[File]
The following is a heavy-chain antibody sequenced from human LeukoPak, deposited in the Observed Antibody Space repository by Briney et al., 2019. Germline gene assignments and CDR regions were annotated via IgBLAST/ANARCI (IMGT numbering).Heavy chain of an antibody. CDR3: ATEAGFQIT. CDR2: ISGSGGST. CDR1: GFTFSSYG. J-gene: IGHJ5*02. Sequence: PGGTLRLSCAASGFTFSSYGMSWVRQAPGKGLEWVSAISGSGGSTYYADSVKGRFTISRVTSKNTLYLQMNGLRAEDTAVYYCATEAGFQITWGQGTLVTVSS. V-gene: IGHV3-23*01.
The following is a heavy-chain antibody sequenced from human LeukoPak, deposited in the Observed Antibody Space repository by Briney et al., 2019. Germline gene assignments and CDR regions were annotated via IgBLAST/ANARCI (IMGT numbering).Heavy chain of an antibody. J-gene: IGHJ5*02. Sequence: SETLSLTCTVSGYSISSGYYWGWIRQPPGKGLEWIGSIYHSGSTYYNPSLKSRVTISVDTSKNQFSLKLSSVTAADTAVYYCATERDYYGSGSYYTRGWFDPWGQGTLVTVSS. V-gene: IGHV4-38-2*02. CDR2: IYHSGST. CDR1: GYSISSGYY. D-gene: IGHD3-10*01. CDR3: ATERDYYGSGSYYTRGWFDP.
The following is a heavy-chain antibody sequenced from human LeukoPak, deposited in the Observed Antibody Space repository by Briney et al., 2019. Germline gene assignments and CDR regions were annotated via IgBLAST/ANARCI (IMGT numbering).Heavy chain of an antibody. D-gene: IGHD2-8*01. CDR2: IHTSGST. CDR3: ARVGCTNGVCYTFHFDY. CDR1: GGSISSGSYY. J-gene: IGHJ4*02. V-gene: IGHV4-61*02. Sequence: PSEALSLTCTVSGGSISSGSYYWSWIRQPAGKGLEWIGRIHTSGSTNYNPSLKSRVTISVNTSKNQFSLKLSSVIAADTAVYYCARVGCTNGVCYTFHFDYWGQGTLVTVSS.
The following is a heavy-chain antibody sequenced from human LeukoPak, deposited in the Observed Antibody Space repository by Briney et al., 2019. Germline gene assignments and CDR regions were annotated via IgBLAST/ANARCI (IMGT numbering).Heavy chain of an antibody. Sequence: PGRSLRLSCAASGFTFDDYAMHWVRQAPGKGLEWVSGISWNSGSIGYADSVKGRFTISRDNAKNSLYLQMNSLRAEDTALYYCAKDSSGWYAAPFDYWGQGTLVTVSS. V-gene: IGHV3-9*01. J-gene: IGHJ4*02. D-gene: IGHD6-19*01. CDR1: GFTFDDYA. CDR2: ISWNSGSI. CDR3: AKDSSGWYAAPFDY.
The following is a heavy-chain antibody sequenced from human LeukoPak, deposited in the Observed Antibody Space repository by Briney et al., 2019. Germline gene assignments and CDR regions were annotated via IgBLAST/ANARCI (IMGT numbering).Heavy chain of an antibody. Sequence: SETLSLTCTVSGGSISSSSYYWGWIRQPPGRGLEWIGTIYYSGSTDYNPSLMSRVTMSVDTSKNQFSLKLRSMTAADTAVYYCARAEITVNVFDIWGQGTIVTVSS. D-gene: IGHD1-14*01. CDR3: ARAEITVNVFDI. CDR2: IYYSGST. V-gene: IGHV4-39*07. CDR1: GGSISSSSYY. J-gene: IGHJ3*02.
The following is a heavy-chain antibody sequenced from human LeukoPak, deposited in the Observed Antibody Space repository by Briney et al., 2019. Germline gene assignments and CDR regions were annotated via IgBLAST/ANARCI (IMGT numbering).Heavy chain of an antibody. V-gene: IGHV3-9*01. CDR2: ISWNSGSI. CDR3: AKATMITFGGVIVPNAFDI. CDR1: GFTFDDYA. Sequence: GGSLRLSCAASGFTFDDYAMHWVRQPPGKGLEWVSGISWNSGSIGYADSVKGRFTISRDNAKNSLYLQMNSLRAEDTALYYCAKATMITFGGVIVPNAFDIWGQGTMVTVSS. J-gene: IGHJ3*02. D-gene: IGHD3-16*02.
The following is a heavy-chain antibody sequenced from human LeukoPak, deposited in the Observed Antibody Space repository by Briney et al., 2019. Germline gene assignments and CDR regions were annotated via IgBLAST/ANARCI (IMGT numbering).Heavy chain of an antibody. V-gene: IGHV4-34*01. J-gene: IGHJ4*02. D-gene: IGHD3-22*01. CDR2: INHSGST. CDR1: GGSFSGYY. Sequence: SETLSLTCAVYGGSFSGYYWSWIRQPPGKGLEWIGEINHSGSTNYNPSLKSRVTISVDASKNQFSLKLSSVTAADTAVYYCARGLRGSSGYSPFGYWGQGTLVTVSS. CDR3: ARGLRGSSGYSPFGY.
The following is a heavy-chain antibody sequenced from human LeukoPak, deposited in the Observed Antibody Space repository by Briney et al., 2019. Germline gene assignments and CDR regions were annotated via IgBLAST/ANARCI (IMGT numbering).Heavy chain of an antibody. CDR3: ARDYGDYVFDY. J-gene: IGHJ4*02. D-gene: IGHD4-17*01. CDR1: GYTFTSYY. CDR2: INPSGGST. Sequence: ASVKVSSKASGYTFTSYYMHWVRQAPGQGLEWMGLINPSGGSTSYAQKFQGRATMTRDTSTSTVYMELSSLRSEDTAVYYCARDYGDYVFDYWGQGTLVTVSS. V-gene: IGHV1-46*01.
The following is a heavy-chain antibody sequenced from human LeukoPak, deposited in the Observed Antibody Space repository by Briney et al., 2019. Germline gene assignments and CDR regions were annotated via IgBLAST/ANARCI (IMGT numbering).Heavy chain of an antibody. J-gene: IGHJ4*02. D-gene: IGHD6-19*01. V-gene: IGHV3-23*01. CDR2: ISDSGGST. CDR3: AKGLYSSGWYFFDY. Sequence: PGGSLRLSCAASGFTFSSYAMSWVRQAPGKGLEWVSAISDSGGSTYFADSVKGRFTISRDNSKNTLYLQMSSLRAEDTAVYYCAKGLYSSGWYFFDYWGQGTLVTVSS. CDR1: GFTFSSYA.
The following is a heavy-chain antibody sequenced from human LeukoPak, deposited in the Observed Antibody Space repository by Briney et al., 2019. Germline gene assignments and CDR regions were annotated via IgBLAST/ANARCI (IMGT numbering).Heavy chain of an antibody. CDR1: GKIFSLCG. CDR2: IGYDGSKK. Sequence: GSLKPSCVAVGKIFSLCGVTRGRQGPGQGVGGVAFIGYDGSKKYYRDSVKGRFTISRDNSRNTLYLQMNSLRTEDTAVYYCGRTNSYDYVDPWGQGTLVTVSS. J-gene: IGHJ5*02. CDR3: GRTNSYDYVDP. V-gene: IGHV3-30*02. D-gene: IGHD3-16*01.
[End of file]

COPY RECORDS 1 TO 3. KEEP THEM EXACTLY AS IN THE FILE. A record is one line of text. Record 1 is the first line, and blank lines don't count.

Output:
The following is a heavy-chain antibody sequenced from human LeukoPak, deposited in the Observed Antibody Space repository by Briney et al., 2019. Germline gene assignments and CDR regions were annotated via IgBLAST/ANARCI (IMGT numbering).Heavy chain of an antibody. CDR3: ATEAGFQIT. CDR2: ISGSGGST. CDR1: GFTFSSYG. J-gene: IGHJ5*02. Sequence: PGGTLRLSCAASGFTFSSYGMSWVRQAPGKGLEWVSAISGSGGSTYYADSVKGRFTISRVTSKNTLYLQMNGLRAEDTAVYYCATEAGFQITWGQGTLVTVSS. V-gene: IGHV3-23*01.
The following is a heavy-chain antibody sequenced from human LeukoPak, deposited in the Observed Antibody Space repository by Briney et al., 2019. Germline gene assignments and CDR regions were annotated via IgBLAST/ANARCI (IMGT numbering).Heavy chain of an antibody. J-gene: IGHJ5*02. Sequence: SETLSLTCTVSGYSISSGYYWGWIRQPPGKGLEWIGSIYHSGSTYYNPSLKSRVTISVDTSKNQFSLKLSSVTAADTAVYYCATERDYYGSGSYYTRGWFDPWGQGTLVTVSS. V-gene: IGHV4-38-2*02. CDR2: IYHSGST. CDR1: GYSISSGYY. D-gene: IGHD3-10*01. CDR3: ATERDYYGSGSYYTRGWFDP.
The following is a heavy-chain antibody sequenced from human LeukoPak, deposited in the Observed Antibody Space repository by Briney et al., 2019. Germline gene assignments and CDR regions were annotated via IgBLAST/ANARCI (IMGT numbering).Heavy chain of an antibody. D-gene: IGHD2-8*01. CDR2: IHTSGST. CDR3: ARVGCTNGVCYTFHFDY. CDR1: GGSISSGSYY. J-gene: IGHJ4*02. V-gene: IGHV4-61*02. Sequence: PSEALSLTCTVSGGSISSGSYYWSWIRQPAGKGLEWIGRIHTSGSTNYNPSLKSRVTISVNTSKNQFSLKLSSVIAADTAVYYCARVGCTNGVCYTFHFDYWGQGTLVTVSS.